Part 12 of Turing: a natural philosopher (1997)
Growing CrisisIn any case, by 1950 Turing had an excited interest in a new field. Turing was interested in the body in Nature as well as the brain; his boyhood experiments had been chemical rather than mathematical, and he retained the eyes to see biological structure as intensely puzzling. We recall the early fascination with determinism, and 'the rest of the body amplifies this'; his thesis had interested him in brain cells, and he attacked a simplified problem in biological growth by postulating non-linear differential equations. He showed how inhomogeneity could arise from homogeneous initial conditions, using a symmetry-breaking effect of chemical instability. He described his philosophical outlook as countering the theological argument from design, suggesting a future Richard Dawkins of physiology. He set himself as a goal the explanation of Fibonacci patterns in plants; this was perhaps unfortunate as this problem remains unsolved, but his research, as a first user of electronic computation for serious mathematical investigation, was twenty years ahead of its time and full of potential for discovery. With hindsight we notice that the elucidation of chaotic dynamics was later to come from just such computational experiment.
This work struggled against personal catastrophe. In December 1951 he met a young man in Manchester, and told him of his work on 'the electronic brain.' An unsatisfactory affair led to indirect blackmail, exploiting the fact that all sex between men was then criminal. Resisting it by going to the police, he was arrested. Unrepentant and unashamed at his trial, he had to agree to the injection of oestrogen, supposed to neutralize his supposedly unnatural nature. The alternative would have been prison. Deemed a security risk by post-war regulations, he was stopped from the work he had continued to do from GCHQ, the Cold War successor to Bletchley Park. He found himself under watch; and other pressures may have been placed on him.
Turing complained that he lacked concentration, yet for two years he developed a mass of geometric and analytic ideas; he also turned to new topics, or rather old ones revived. In particular, he puzzled over the standard view of reduction of the wave-function in quantum mechanics, noting the paradox that continuous observation freezes the dynamics. He told Robin Gandy of his new idea for quantum mechanics: 'Description must be non-linear, prediction must be linear' . Possibly he had in mind a non-linear quantum theory in which reduction would arise as did the symmetry breaking in his non-linear morphogenetic theory.
To relieve depression and anger he had turned to Jungian therapy, and found new interest in writing down his dreams. On a visit to Blackpool in early 1954 with the therapist's family, he consulted the Gypsy Queen fortune-teller, and emerged 'white as a sheet.' He remained silent for the rest of that day; nor did he leave a public word at his suicide on Whit Monday, 7 June 1954. Symbolism, in the cyanide-poisoned apple he ate, was his language. What words could have sufficed? Jokes, as perhaps in the 1950 paper, were his serious defence from the ineffable irony of the world. After his arrest he wrote :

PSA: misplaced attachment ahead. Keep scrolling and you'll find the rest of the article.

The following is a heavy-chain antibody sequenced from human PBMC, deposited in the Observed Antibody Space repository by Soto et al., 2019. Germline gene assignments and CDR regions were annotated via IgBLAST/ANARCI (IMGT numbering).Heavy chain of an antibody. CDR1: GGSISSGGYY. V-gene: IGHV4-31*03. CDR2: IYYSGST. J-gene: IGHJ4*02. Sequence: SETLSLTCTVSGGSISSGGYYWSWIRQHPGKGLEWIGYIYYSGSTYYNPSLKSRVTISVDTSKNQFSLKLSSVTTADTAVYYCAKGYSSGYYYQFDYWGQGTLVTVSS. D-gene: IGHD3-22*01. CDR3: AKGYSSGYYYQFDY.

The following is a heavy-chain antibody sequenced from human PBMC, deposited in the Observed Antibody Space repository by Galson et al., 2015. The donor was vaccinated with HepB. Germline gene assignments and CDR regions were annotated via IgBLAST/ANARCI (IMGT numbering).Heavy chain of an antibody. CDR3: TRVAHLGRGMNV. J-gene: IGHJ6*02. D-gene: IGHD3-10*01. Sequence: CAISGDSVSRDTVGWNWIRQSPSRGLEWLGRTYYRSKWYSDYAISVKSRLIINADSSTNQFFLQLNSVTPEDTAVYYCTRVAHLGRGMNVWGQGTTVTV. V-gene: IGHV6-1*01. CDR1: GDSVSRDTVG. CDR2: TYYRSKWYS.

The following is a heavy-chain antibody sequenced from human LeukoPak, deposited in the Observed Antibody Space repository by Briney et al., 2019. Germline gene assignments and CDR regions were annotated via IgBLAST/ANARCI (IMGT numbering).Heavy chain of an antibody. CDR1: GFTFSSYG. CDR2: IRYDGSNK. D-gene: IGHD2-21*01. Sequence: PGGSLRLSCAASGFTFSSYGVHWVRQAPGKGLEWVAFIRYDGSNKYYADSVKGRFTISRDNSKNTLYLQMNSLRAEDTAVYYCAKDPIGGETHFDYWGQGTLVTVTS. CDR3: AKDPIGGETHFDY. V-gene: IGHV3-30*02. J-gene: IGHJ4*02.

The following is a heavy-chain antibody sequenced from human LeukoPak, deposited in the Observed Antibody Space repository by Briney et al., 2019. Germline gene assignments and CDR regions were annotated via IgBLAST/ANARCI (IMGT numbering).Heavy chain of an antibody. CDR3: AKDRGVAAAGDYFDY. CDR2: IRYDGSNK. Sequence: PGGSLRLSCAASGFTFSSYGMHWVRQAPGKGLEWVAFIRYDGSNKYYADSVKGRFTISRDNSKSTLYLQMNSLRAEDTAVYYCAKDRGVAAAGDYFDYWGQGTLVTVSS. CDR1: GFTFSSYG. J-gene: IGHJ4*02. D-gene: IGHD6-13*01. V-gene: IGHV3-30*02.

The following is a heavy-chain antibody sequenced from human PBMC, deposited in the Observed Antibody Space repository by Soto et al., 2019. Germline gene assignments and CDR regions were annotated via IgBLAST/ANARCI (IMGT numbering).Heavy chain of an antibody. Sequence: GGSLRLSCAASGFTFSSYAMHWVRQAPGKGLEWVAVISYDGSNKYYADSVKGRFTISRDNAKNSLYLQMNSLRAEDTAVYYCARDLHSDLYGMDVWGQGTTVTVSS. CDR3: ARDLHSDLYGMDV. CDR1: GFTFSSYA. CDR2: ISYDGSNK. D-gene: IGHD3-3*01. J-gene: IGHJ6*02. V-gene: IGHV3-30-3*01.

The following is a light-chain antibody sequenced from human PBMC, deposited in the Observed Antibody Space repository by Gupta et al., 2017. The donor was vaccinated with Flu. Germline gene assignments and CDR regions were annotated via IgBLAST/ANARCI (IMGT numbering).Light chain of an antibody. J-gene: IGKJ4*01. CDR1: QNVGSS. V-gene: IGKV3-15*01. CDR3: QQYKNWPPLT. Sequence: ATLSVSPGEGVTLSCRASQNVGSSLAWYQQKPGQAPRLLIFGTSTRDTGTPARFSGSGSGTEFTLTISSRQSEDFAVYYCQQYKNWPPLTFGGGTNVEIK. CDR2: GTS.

Turing believes machines think
and shortly before he died, he wrote postcards headed 'Messages from the Unseen World' — explicitly referring to Eddington, some with schoolboy allusions, and a hymn-like relativistic verse :
Hyperboloids of wondrous Light
Had an earlier agenda, the nature of spirit, resurfaced? Would he have reconsidered his philosophy, bringing quantum mechanical substrate into the discrete-state picture? In my biography I suggested that the emotional intensity and gross interference of this period might have undermined his certainty in the mechanical model of mind, but offered no evidence, for there is none. His last publication  was in Penguin Science News, written like a modern Scientific American article, and entitled Solvable and unsolvable problems. Written vividly but from the perspective of a pure mathematician, its final words concerned the interpretation of unsolvable problems, such as the halting problem for Turing machines. They were lame: 'These... may be regarded as going some way towards a demonstration, within mathematics itself, of the inadequacy of "reason" unsupported by common sense.' No clues are offered here.
Alan Turing's philosophy might appear the ultimate in reductionism, in its atomizing of mental process, its scorn for the non-material. Yet it depends upon a synthesis of vision running against the grain of an intellectual world split into many verbal or mathematical or technical specialisms. He preached the computable, but never lost natural wonder; the law killed and the spirit gave life.
A. M. Turing. 'The chemical basis of morphogenesis.' Phil. Trans. R. Soc. London B 237 (1952) pp. 37-72.
© 1997, Andrew Hodges.